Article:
According to du Rose, it's not worth it to "risk other people's money on something, when there’s a reasonable likelihood we'd be prosecuted."
To him, issuing a token before the product is not only foolish from a regulatory standpoint, but also "incompetent and greedy."
Keep it decentralized
And that aligns with du Rose's ideas as a "purist" (a description he said applies to many developers on this topic), meaning that tokens and the products they'll be used for should have some sort of decentralized component.
ICOs have gained notoriety not only because they've allowed individuals with novel ideas and startups to raise substantial amounts of money, but also because the decentralized structure allowed them to circumvent traditional fund-raising methods.
But when a decentralized token sale funds a centralized product, many developers feel like there's something off.
"For a token to be interesting, it should be the only way [the system] could work. It should be a totally decentralized protocol, not just glitter on top of a centralized company with its own revenue models," du Rose said.
In this way – although probably curiously for some – Giveth founder Griff Green pointed to The DAO as an ICO success story. Though its code had a bug that led to millions of dollars in ether being stolen from users, it was at least decentralized, said Green, who was the community organizer of the project.
He thinks about The DAO in a more abstract way, though, saying that, in the future, people will be able to launch their own cryptocurrency to push against the power of the banks.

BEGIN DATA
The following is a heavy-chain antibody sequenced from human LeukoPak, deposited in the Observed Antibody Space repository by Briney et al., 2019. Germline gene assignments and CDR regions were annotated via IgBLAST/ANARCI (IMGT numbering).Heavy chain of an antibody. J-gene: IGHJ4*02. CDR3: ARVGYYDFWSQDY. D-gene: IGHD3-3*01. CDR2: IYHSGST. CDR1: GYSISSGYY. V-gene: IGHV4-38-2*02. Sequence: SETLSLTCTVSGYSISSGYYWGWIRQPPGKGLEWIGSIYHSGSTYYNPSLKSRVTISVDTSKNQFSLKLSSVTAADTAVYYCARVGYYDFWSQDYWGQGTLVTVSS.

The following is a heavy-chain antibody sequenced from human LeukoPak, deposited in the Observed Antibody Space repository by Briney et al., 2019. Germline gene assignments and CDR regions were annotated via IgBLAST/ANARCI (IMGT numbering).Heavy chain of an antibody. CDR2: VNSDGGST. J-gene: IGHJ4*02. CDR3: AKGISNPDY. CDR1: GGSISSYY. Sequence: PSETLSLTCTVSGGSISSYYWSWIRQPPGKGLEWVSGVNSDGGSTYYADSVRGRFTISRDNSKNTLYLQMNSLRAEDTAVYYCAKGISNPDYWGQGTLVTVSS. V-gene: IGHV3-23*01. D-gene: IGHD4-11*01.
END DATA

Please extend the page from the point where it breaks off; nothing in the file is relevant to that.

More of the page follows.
"The power of creating currency is unfathomable. Banks are in a really good spot today. They have a lot of money and a lot of power. They can create money out of nothing. Instead, with ICOs, you can give that power to every person," Green said.
While many stakeholders in the cryptocurrency community believe the ICO space is fraught with bad actors, others more judiciously see it as all part of the learning process, with people trying to figure out just what ethereum and other blockchain technologies are (and aren't) capable of.
"What I've seen is kind of unsurprising," said DappHub software engineer Andy Milenius. "People's first experience with an idea is allowed to be wrong."
That said, he hopes the community will begin to turn a more critical eye towards projects using the ICO model.
"The one thing that unites people in blockchain is skepticism of the status quo, but when ICOs appear, skepticism flies out the window sometimes," Melenius said.
Although, there could be some reversal happening already, he said, pointing to October's totals – when ICOs raised less than the month before, the first time that's happened since the boom started.
But, Milenius concluded, with what seemed like a tender reminder that experience is the best teacher:
"People aren't going to know until they try."
Failed assignment image via Shutterstock